Rome turns violent as wall street protests spread globally
A protestor hurls a canister towards police next to a burning car Saturday in Rome. Protesters smashed shop windows and torched cars as violence broke out during a demonstration in the Italian capital, part of worldwide protests against corporate greed and austerity measures, entitled Occupy Wall Street.
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ROME -- Protests against widening income disparity and the worsening recession took place across western Europe, Asia and the United States on Saturday as the Occupy Wall Street movement spread around the globe from its epicenter in New York.
Rome's demonstration turned violent, contrasting with events elsewhere.
More than 500 marchers wielding clubs attacked police, two banks and a supermarket in Rome, Sky TG24 reported. Authorities responded with tear gas and water cannon.
In London, police barred protesters from entering Paternoster Square, home to the London Stock Exchange. In Frankfurt, Germany, 5,000 marchers gathered by the European Central Bank headquarters, firing soap bubbles from toy pistols with plans to camp out, German television reported.
In the shadow of London's St. Paul's cathedral, protesters waved banners with slogans that read "No bulls, no bears, just pigs" and "Bankers are the Real Looters."
"The financial system benefits a handful of banks at the expense of everyday people, the taxpayers," said Spyro Van Leemnen, a 27-year old public relations agent and a core member of the London demonstrators. "The same people who are responsible for the recession are getting away with massive bonuses. This is fundamentally unfair and undemocratic."
The Occupy Wall Street rallies started last month in New York's financial district, where people have been staying in Lower Manhattan's Zuccotti Park to protest inequality and advocate higher taxes for the wealthy.
And on Saturday night, thousands of demonstrators protesting corporate greed filled New York City's Times Square, mixing with gawkers, Broadway showgoers, tourists and police to create a chaotic scene in the midst of Manhattan.
"Banks got bailed out, we got sold out!" protesters chanted from within police barricades. Police, some in riot gear and mounted on horses, tried to push them out of the square and onto the sidewalks in an attempt to funnel the crowds away.
The demonstrators had marched north through Manhattan from Washington Square Park earlier in the afternoon. Media outlets reported arrests taking place during the march, including fewer than 10 people wearing masks, and in Times Square. News organizations were not immediately able to verify those arrests with police.
Earlier in the day, demonstrators from the Occupy Wall Street encampment in New York City paraded to a Chase bank branch, banging drums, blowing horns and carrying signs decrying corporate greed.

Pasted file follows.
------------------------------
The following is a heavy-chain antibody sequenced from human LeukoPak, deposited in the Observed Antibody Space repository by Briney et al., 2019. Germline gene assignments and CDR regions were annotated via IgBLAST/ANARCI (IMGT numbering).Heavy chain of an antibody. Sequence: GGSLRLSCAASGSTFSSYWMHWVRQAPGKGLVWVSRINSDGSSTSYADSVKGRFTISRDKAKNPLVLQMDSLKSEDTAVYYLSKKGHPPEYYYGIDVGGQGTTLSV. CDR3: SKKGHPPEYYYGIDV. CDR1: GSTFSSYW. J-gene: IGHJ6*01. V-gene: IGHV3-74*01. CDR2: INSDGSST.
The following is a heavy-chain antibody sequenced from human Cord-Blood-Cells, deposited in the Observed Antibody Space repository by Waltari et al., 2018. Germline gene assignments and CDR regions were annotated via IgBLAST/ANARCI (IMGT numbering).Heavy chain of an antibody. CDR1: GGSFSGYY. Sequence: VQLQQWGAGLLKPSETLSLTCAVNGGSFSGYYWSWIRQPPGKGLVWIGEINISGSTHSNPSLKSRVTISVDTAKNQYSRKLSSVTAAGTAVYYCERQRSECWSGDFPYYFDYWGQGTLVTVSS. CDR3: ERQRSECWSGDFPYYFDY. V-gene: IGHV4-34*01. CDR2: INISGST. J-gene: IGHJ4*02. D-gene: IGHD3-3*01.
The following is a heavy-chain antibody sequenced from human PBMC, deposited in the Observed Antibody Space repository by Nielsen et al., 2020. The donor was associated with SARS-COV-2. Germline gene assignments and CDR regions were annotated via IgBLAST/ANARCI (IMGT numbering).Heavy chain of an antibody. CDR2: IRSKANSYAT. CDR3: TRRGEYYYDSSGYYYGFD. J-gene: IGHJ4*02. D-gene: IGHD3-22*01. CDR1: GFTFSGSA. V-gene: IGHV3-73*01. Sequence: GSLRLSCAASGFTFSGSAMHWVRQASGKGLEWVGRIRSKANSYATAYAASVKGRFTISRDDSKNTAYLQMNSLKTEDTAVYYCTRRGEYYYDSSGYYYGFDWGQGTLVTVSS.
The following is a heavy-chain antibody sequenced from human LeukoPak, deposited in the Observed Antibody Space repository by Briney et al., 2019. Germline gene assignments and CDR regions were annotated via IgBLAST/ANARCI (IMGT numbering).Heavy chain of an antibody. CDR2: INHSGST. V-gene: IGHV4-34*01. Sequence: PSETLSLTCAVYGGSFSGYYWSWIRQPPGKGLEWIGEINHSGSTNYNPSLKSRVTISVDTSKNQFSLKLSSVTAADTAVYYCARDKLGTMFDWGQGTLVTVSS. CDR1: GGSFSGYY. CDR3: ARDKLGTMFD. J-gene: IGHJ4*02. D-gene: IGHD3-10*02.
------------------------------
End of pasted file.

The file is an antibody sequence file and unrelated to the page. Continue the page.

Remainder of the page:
Marchers throughout the U.S. emulated them in protests that ranged from about 50 people in Jackson, Miss., to about1,500 who gathered and marched past the banks in downtown Orlando, Fla.
Across the Atlantic, the Occupy London Stock Exchange protest drew about 4,000 people, according to its organizers. Police didn't provide a number.
Fueling the demonstrations in some countries was a grim economic forecast by the International Monetary Fund, which cuts its forecast for global economic growth to 4 percent this year and next, compared with June forecasts of 4.3 percent in 2011 and 4.5 percent in 2012.
Protests in 50 German cities and Paris were peaceful. In Berlin, 6,000 took to the streets. Germany and France at the heart of efforts to find a solution to Europe's financial crisis.
Thousands also marched in Madrid with placards criticizing bank bailouts. In Zurich, Switzerland, about 200 protesters coalesced on Paradeplatz, playing "Monopoly"and sipping free coffee from a stand. The protests were peaceful.
Across the globe in Taiwan, organizers drew several hundred demonstrators, who mostly sat quietly outside the Taipei World Financial Center, known as Taipei 101.
Levin Jiang, 22, an English major at Taipei's Fu Jen Catholic University, joined others marching and singing the communist anthem L'Internationale in front of the Hermes watch shop in the mall of what was until last year the world's tallest building.
"I'm angry about the unjust capitalist society," he said. "I'm anti-capitalism."
In Seoul, South Korea, 600 people converged on the city hall after changing the location of protest as police banned the rally Saturday, Yonhap News reported. They urged clamping down on speculative capital and demanded lower college tuition.
In Hong Kong, about 200 people gathered at the Exchange Square Podium in the city's central shopping and business district, according to Napo Wong, an organizer.
"Hong Kong is heaven for capitalists," said Lee Chun Wing, 29, a community college social sciences lecturer in Hong Kong. "Wealth is created by workers and so should be shared with the workers as well. Capitalism is not a just system."
In Tokyo, where morning rain may have deterred some from joining three planned protests, more than 120 people demanding an end to nuclear power generation marched from Hibiya Park to the offices of Tokyo Electric Power Co., owner of a crippled plant that's spewed radiation, causing the evacuation of thousands after Japan's March 11 earthquake and tsunami.
First Published October 16, 2011 12:00 am